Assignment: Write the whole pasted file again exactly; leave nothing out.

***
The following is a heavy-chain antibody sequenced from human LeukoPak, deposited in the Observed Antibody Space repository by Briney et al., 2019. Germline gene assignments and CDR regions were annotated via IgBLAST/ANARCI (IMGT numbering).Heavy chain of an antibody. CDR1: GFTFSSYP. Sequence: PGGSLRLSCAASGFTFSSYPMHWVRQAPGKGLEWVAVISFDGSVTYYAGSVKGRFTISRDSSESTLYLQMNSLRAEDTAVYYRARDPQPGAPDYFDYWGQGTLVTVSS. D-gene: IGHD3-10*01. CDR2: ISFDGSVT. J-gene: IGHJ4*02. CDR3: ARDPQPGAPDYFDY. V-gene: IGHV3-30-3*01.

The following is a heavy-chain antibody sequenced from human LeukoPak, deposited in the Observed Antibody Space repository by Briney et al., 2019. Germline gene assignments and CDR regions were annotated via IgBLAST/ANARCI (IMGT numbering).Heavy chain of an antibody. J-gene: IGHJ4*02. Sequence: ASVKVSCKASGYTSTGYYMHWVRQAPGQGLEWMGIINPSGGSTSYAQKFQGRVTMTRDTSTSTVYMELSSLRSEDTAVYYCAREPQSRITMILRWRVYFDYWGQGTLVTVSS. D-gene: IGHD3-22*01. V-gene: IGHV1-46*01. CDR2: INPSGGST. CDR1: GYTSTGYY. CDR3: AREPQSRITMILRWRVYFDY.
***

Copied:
The following is a heavy-chain antibody sequenced from human LeukoPak, deposited in the Observed Antibody Space repository by Briney et al., 2019. Germline gene assignments and CDR regions were annotated via IgBLAST/ANARCI (IMGT numbering).Heavy chain of an antibody. CDR1: GFTFSSYP. Sequence: PGGSLRLSCAASGFTFSSYPMHWVRQAPGKGLEWVAVISFDGSVTYYAGSVKGRFTISRDSSESTLYLQMNSLRAEDTAVYYRARDPQPGAPDYFDYWGQGTLVTVSS. D-gene: IGHD3-10*01. CDR2: ISFDGSVT. J-gene: IGHJ4*02. CDR3: ARDPQPGAPDYFDY. V-gene: IGHV3-30-3*01.

The following is a heavy-chain antibody sequenced from human LeukoPak, deposited in the Observed Antibody Space repository by Briney et al., 2019. Germline gene assignments and CDR regions were annotated via IgBLAST/ANARCI (IMGT numbering).Heavy chain of an antibody. J-gene: IGHJ4*02. Sequence: ASVKVSCKASGYTSTGYYMHWVRQAPGQGLEWMGIINPSGGSTSYAQKFQGRVTMTRDTSTSTVYMELSSLRSEDTAVYYCAREPQSRITMILRWRVYFDYWGQGTLVTVSS. D-gene: IGHD3-22*01. V-gene: IGHV1-46*01. CDR2: INPSGGST. CDR1: GYTSTGYY. CDR3: AREPQSRITMILRWRVYFDY.